Every day dozens of tons of eggshells are wasted in Europe. They can be recycled into plastics, cosmetics or even food supplements, but there is a problem. A problem they tackle every day at one small company in Hungary. Every year around 15 million eggs there are transformed into ingredients for pasta, bakery and food service industries.
This produces a huge quantity of eggshells every day. And eggshells are difficult to dispose of.
Tas Orbán, the Managing Director, of Ecomotive Kft, said: “Industrial eggshells are considered hazardous waste because proteins in the egg membranes start to decompose easily and may become toxic. So we can only use special companies for removing this waste and transporting it to a treatment centre, which is costly for us.”
But membranes contain collagen and amino-acids that egg processing factories could sell to cosmetic or food industries. So scientists at a European research project set out to find a way to separate membranes from eggshells in an easy and affordable way.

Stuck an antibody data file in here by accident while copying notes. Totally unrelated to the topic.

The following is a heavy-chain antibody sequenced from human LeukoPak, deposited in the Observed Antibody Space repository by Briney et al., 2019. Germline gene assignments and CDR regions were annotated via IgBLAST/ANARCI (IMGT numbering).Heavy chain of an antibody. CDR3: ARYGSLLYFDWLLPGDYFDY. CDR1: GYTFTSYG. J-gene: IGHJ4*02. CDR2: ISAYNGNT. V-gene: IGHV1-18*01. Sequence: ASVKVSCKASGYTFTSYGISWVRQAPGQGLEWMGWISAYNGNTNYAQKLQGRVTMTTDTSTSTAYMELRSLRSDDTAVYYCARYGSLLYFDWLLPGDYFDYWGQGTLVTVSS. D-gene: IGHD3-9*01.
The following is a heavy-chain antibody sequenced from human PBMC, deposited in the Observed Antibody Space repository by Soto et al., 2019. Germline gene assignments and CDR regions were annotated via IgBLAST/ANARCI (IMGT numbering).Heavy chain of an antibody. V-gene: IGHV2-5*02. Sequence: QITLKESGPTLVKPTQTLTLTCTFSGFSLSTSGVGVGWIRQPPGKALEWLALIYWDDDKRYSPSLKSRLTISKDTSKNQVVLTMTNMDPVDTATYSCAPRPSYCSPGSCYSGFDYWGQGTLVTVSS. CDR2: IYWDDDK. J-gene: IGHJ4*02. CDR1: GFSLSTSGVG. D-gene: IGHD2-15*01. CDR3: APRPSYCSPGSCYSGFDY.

They developed a prototype that mechanically separates membranes from eggshells. Separated membrane is then dried at ambient temperature to preserve its qualities, and the final step is to sterilize the dried membrane – also in a non-invasive way.
Enrico Imperi, an industrial chemist at Labor Srl, explained: “We use ultraviolet light, which penetrates the bacteria, and modifies its DNA. This therefore makes the bacteria inactive, and unable to reproduce. This way, egg membranes are sterilized without chemical agents or high temperatures. They are sterilized in a non-invasive way so that their properties are preserved”.
The prototype is already a reality, and researchers say they have shown they can help egg processing companies transform waste into valuable products. So scientists are now looking ahead.
Melinda Koza´k, a bioengineer at Ateknea Solutions in Hungary and the LLC./Shellbrane project coordinator, said: “The next step is to automate the system. Our idea is to tailor-make the processing capacity, depending on the size of the egg processing plant. It can go from 100 kilos of shells per hour to 1000 kilos per hour”
Tas Orbán said: “If we can make that separation in an industrial way, then egg processing companies like us could make a profit from a by-product, from something which was previously a cost.”
Researchers hope that a marketable product could be ready in less than 3 or 4 years, and say it could improve the competitiveness of the whole chicken farming sector in Europe.
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